Families can talk about...

  • Families can talk about the way science is used to explain things we can't see or hear. How do scientists gather information to describe how the universe was created, even though the event happened millions of years ago? How do they know that they are right (or wrong)? What are some of the past and current controversies surrounding scientific explanations of things such as the shape of our planet or the beginning of life?

  • What is the difference between a reality show and a documentary series? Should a documentary be considered a work of fiction when it uses things such as imaginary space crafts and special effects to explain things? 

TV details

Premiere date:March 9, 2014
Cast:Neil deGrasse Tyson
Networks:Fox, National Geographic Channel
Topics:History, Space and aliens
Character strengths:Curiosity
TV rating:NR
Available on:Streaming

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Teen, 14 years old Written byNicky12345 April 25, 2014


Some episodes contained words like dammit.
What other families should know
Great messages
Great role models
Too much violence
Too much swearing
Kid, 9 years old April 5, 2014

Blows your mind

Mind blowing. You won't believe your eyes. Neil DeGrasse Tyson makes it easy to understand and thrilling. It is hard to believe we are only in the last 14 seconds of the "Cosmic Calendar." I can't wait to see the next episodes.
What other families should know
Great messages
Parent of a 10 and 13 year old Written byMattmchugh April 16, 2014

Beautifully done, solid content, and Tyson makes its accessible

For those who remember Carl Sagan's "Cosmos," this update goes more for eye-candy graphics than big, ponderous ideas. That's not meant as a criticism, since the visuals really draw in younger viewers. The celestial CGI looks great and the animated segments featuring historic figures from science are fun to watch and informative. In many ways, the show seems to be made to appeal to kids, though it's certainly sophisticated enough to keep adults interested. Even with the top-quality production, the real star is Neil deGrasse Tyson. Like Sagan, he radiates wonder and enthusiasm; unlike Sagan, he's never monotone (sorry, Carl, but sometimes you were!). Tyson projects the perfect mix of intelligence and likability, giving the eloquent script -- written by Sagan's widow and original series writer, Ann Druyan -- just the right voice. He's like your favorite uncle, telling exciting stories about things that would seem dull from any other source. Personally, I'm finding it a pleasure to have something this good to watch with my kids. I think smart kids over 8 will be able to follow most of it, and tweens and up will definitely learn something. Be warned that, while not disparaging of personal faith in any way, the show does not shy away from noting how religious doctrine is often at odds with science. To its credit, it shows that thinkers such as Giordano Bruno, Galileo, and Newton -- who ran afoul of the religious leaders of their day -- were motivated not by atheism but by deeply held beliefs that they were exploring the full scope of creation -- something worth remembering in age where, sadly, many people still seem to think science and religion remain at odds. -- mm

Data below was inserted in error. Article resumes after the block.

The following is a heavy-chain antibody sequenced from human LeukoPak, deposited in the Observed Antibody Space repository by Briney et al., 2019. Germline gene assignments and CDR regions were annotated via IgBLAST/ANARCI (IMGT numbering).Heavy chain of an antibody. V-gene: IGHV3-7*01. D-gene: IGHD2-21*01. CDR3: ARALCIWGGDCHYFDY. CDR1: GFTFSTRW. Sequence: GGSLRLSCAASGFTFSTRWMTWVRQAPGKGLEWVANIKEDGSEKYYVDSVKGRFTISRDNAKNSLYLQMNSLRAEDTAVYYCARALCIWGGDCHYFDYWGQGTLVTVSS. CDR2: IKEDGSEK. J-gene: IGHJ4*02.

What other families should know
Great messages
Great role models